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ASRock DeskMini H470W Review – 100C VRMs

Rating: 6.0.

Anyone looking for a barebones system to build a highly integrated Windows 10 PC may find themselves considering the ASRock DeskMini H470W. For just over £200 you get a tiny STX chassis and motherboard along with an external power supply of the type used with a laptop. You need to supply a 10th Gen Intel CPU, DDR4 SODIMMs and an SSD and could have your PC up and running for somewhere around £500.

Watch the video via our VIMEO Channel (Below) or over on YouTube at 2160p HERE

Specification

  • Supports Intel 10th Gen LGA1200 processors, up to 65W
  • Dual DDR4-2933MHz SODIMMs, up to 64GB
  • Multi Video Outputs: 2 x DisplayPort, HDMI & D-Sub
  • 1x Alternate Mode USB Type-C
  • 1x USB 3.2 Gen1 Type-C port
  • 1x Ultra M.2 PCIe Gen3 x4 Slot
  • 2x 2.5-inch HDD/SSD Tray with RAID 0/1
  • 1x M.2 (2230) Wi-Fi Slot

 

As you will see in our video, once we had installed an Intel Core i5-10600 CPU we considered using a Silverstone NT08-115XP CPU cooler but were unable to proceed as the 80mm fan clashed with the ASRock STX case. As a consequence we followed ASRock’s advice and used a stock Intel cooler for the first time in many years. Another point we mentioned during the build is that our 1TB WD Blue M.2 SSD was left uncovered and did not have the benefit of a heatsink. We made the build slightly more complicated by installing two 2.5-inch SATA SSDs on the underside of the motherboard tray, which led to a bit of fiddling around with the combined power and data cables.

Sliding the motherboard assembly inside the chassis is a simple procedure however we were grateful we were not using any of the optional accessories that provide RGB lighting, extra USB ports at the front or an extra audio jack at the rear. That would involve screwing the mounting bracket to the case, attaching the header to the motherboard and then trying to keep the cable(s) away from the fan on the CPU cooler.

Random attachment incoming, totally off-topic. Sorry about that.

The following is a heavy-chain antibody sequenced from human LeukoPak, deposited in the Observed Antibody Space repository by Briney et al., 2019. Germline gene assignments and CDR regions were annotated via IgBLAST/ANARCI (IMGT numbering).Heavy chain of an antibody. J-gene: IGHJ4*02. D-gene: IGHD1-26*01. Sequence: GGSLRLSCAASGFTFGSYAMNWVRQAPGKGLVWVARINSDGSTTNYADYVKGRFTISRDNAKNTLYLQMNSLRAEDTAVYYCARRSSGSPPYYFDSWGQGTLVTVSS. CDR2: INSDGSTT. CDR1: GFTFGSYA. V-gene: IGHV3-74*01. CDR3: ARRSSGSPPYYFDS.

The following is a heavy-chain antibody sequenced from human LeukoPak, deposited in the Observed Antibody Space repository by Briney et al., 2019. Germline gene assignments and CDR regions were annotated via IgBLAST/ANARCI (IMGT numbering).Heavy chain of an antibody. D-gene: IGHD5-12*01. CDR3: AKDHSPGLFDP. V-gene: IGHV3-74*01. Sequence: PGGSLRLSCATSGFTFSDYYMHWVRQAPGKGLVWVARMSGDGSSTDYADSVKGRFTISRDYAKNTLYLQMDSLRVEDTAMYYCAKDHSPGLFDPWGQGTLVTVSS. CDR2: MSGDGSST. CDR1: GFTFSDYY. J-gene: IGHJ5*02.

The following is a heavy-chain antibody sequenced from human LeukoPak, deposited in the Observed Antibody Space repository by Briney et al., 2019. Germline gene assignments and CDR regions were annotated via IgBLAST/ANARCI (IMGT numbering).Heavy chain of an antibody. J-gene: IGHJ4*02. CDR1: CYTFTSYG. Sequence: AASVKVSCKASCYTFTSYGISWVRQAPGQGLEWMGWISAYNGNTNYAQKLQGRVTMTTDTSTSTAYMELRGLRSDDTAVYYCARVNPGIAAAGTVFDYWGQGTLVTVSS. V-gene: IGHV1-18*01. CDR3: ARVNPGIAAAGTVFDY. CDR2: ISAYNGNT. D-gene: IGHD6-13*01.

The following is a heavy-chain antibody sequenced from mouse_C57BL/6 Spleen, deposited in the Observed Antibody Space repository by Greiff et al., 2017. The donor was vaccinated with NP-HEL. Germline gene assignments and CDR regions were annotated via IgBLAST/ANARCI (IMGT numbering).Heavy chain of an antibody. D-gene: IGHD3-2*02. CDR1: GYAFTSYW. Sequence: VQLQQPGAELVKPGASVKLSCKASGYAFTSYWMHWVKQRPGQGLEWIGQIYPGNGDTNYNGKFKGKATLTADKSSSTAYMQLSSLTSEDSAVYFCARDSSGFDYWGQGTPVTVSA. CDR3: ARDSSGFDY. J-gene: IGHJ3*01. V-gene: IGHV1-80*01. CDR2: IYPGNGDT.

Testing and Performance

System specification

  • Barebones: ASRock DeskMini H470W
  • Motherboard: H470M-STX
  • CPU: Intel Core i5-10600
  • Memory: 16GB Samsung DDR4-2133MHz SODIMMs
  • SSD: 1TB WD Blue M.2

We tested with the BIOS on default settings so our 65W CPU initially boosted to 75-80W and ran at 4.4GHz on all six cores before pulling back to 65W and 4.0GHz on all cores. CPU performance was snappy and responsive in day-to-day tasks such as using a browser, however you will have seen and heard in our video how the system struggled to cope with Adobe Premiere.

As we pointed out, the integrated Intel HD 630 graphics are low end and while they can handle video decoding they are of little use when it comes to gaming or other graphics-related tasks, and of course the ASRock DeskMini H470W does not support the use of a graphics card. This puts the emphasis on the CPU which is perfectly fine, until you start to stress the system with an intensive workload such as Blender.

Testing and Performance Overview

This creates a clear dividing line between customers who are perfectly happy paying £500-£600 for a tiny Windows PC that will only ever be used for light duties such as creating spreadsheets and presentations. On the other hand we have students who are trapped at home under lockdown and who find it impractical to create projects for school or university using a smart phone. That latter category will likely have found that a Chromebook lacks the grunt to power their applications and the next step is a cheap but fully featured Windows PC.